Waser J.,VRVis Vienna | Fuchs R.,ETH Zurich | Ribicic H.,VRVis Vienna | Schindler B.,ETH Zurich | And 2 more authors.
IEEE Transactions on Visualization and Computer Graphics | Year: 2010

In this paper we present World Lines as a novel interactive visualization that provides complete control over multiple heterogeneous simulation runs. In many application areas, decisions can only be made by exploring alternative scenarios. The goal of the suggested approach is to support users in this decision making process. In this setting, the data domain is extended to a set of alternative worlds where only one outcome will actually happen. World Lines integrate simulation, visualization and computational steering into a single unified system that is capable of dealing with the extended solution space. World Lines represent simulation runs as causally connected tracks that share a common time axis. This setup enables users to interfere and add new information quickly. A World Line is introduced as a visual combination of user events and their effects in order to present a possible future. To quickly find the most attractive outcome, we suggest World Lines as the governing component in a system of multiple linked views and a simulation component. World Lines employ linking and brushing to enable comparative visual analysis of multiple simulations in linked views. Analysis results can be mapped to various visual variables that World Lines provide in order to highlight the most compelling solutions. To demonstrate this technique we present a flooding scenario and show the usefulness of the integrated approach to support informed decision making. © 2006 IEEE.

Ribiclic H.,VRVis Vienna | Waser J.,VRVis Vienna | Gurbat R.,VRVis Vienna | Sadransky B.,VRVis Vienna | Groller M.E.,Vienna University of Technology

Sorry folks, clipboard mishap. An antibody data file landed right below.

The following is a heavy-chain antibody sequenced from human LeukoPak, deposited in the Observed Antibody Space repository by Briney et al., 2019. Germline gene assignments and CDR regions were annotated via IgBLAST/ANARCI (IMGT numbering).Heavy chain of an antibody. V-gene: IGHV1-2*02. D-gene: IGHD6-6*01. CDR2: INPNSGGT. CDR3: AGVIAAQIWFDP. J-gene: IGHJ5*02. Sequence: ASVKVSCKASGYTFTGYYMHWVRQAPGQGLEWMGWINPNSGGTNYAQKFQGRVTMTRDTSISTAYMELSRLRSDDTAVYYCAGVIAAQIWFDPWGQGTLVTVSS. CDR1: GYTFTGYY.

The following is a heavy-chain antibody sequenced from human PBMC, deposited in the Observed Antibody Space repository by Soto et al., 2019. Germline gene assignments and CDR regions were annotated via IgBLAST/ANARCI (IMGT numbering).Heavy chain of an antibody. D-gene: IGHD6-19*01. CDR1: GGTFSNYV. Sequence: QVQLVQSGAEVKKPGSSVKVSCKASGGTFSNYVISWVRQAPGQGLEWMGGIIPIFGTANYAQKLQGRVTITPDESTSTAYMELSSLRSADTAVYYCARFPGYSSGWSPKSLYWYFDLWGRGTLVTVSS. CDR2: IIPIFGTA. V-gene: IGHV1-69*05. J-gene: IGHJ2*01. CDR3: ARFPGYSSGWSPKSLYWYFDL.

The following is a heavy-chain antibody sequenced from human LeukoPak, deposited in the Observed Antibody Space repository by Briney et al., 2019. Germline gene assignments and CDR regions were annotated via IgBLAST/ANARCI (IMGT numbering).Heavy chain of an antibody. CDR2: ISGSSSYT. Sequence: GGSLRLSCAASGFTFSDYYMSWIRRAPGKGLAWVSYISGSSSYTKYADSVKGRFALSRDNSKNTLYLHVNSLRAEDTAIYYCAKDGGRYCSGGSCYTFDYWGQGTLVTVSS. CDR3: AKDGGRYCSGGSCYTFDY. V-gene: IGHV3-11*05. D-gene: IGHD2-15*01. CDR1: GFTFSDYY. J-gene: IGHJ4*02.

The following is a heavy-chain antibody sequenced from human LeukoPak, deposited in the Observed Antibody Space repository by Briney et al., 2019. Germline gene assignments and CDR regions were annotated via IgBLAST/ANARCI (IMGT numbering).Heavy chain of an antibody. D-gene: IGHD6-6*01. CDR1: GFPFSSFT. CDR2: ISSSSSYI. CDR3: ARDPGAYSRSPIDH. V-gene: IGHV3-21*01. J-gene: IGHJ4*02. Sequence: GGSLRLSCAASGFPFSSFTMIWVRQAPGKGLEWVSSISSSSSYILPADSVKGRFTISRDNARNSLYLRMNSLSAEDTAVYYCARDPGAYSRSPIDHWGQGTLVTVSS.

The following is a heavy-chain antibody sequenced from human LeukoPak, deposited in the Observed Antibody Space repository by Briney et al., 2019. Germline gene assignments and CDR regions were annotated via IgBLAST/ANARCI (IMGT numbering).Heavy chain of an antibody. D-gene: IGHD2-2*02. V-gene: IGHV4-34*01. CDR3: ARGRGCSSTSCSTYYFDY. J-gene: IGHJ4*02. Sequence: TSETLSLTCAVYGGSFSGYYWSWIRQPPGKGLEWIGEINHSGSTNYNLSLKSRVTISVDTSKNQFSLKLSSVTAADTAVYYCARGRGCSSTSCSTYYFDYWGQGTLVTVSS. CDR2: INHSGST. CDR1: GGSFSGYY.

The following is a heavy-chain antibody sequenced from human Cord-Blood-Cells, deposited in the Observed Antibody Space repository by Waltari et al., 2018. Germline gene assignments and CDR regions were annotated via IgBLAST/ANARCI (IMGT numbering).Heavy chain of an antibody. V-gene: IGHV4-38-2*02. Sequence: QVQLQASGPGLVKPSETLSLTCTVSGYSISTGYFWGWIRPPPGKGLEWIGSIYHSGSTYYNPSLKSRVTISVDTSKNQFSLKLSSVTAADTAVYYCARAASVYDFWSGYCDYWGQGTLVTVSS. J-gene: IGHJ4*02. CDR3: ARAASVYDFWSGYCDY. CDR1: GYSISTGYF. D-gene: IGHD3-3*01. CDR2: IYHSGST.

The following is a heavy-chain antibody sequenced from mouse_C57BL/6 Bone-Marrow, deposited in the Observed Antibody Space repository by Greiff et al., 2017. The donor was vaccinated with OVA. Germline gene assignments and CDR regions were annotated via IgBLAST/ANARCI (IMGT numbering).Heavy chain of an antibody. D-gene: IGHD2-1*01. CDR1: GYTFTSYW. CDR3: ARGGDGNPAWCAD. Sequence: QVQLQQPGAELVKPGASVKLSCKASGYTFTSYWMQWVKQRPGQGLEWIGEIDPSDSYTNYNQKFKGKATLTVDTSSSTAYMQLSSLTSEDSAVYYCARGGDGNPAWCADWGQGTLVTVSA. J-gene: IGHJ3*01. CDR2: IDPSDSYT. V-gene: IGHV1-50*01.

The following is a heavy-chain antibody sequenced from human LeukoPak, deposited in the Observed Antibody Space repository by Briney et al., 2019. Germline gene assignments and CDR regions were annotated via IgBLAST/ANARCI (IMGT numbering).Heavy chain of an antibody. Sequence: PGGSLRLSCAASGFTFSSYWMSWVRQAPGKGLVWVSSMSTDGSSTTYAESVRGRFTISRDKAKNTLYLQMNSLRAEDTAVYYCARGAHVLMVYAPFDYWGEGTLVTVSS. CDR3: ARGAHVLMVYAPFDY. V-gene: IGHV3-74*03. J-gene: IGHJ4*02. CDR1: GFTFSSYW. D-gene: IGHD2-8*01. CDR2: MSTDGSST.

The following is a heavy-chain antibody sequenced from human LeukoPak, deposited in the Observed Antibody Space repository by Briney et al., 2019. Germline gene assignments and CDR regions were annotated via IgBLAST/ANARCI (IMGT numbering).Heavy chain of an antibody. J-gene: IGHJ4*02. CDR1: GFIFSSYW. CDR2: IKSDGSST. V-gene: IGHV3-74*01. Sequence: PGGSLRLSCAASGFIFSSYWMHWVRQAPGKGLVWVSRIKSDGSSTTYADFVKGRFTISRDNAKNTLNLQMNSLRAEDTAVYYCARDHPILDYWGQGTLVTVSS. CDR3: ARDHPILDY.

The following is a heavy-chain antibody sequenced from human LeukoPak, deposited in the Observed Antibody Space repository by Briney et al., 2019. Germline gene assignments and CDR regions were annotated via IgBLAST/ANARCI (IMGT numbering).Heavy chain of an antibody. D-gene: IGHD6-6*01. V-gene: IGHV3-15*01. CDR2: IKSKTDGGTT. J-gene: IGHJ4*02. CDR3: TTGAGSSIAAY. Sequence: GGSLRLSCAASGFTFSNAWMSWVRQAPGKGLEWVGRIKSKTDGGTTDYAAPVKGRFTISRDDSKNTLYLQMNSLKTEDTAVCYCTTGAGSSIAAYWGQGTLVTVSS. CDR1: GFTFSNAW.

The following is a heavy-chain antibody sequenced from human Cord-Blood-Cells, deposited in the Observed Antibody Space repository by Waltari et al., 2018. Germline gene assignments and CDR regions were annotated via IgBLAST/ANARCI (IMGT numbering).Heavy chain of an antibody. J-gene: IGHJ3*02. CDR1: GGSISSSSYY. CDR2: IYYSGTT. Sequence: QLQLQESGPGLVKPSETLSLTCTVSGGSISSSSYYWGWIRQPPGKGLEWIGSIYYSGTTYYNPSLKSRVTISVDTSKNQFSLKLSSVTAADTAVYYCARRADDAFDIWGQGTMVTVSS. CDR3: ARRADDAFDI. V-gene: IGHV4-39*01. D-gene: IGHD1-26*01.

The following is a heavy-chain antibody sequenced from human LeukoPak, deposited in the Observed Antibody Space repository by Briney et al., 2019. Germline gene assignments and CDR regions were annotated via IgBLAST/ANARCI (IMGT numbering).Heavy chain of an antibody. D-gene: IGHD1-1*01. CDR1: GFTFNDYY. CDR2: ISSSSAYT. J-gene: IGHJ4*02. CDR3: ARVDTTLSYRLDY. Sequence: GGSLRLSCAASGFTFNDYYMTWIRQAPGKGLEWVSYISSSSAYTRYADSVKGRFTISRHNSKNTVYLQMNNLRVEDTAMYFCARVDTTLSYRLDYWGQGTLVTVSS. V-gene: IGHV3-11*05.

IEEE Transactions on Visualization and Computer Graphics | Year: 2012

In a variety of application areas, the use of simulation steering in decision making is limited at best. Research focusing on this problem suggests that most user interfaces are too complex for the end user. Our goal is to let users create and investigate multiple, alternative scenarios without the need for special simulation expertise. To simplify the specification of parameters, we move from a traditional manipulation of numbers to a sketch-based input approach. Users steer both numeric parameters and parameters with a spatial correspondence by sketching a change onto the rendering. Special visualizations provide immediate visual feedback on how the sketches are transformed into boundary conditions of the simulation models. Since uncertainty with respect to many intertwined parameters plays an important role in planning, we also allow the user to intuitively setup complete value ranges, which are then automatically transformed into ensemble simulations. The interface and the underlying system were developed in collaboration with experts in the field of flood management. The real-world data they have provided has allowed us to construct scenarios used to evaluate the system. These were presented to a variety of flood response personnel, and their feedback is discussed in detail in the paper. The interface was found to be intuitive and relevant, although a certain amount of training might be necessary. © 2012 IEEE.